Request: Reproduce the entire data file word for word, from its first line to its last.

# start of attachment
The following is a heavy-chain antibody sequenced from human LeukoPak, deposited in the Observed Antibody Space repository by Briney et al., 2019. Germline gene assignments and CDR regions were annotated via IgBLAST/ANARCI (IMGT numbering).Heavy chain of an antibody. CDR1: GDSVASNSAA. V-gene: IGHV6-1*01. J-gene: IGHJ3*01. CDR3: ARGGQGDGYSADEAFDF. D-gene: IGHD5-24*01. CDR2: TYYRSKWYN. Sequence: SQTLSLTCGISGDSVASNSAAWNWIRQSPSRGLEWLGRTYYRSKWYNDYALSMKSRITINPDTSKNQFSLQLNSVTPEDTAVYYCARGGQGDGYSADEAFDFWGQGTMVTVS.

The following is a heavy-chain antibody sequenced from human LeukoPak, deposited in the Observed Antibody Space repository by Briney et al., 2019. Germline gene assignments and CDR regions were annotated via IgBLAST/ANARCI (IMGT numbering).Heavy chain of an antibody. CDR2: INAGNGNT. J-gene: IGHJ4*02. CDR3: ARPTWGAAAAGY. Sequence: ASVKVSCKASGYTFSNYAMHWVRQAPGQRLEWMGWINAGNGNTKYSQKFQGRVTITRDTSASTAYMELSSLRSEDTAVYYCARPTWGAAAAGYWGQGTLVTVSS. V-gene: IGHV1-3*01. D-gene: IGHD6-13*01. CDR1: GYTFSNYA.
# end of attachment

The following is a heavy-chain antibody sequenced from human LeukoPak, deposited in the Observed Antibody Space repository by Briney et al., 2019. Germline gene assignments and CDR regions were annotated via IgBLAST/ANARCI (IMGT numbering).Heavy chain of an antibody. CDR1: GDSVASNSAA. V-gene: IGHV6-1*01. J-gene: IGHJ3*01. CDR3: ARGGQGDGYSADEAFDF. D-gene: IGHD5-24*01. CDR2: TYYRSKWYN. Sequence: SQTLSLTCGISGDSVASNSAAWNWIRQSPSRGLEWLGRTYYRSKWYNDYALSMKSRITINPDTSKNQFSLQLNSVTPEDTAVYYCARGGQGDGYSADEAFDFWGQGTMVTVS.

The following is a heavy-chain antibody sequenced from human LeukoPak, deposited in the Observed Antibody Space repository by Briney et al., 2019. Germline gene assignments and CDR regions were annotated via IgBLAST/ANARCI (IMGT numbering).Heavy chain of an antibody. CDR2: INAGNGNT. J-gene: IGHJ4*02. CDR3: ARPTWGAAAAGY. Sequence: ASVKVSCKASGYTFSNYAMHWVRQAPGQRLEWMGWINAGNGNTKYSQKFQGRVTITRDTSASTAYMELSSLRSEDTAVYYCARPTWGAAAAGYWGQGTLVTVSS. V-gene: IGHV1-3*01. D-gene: IGHD6-13*01. CDR1: GYTFSNYA.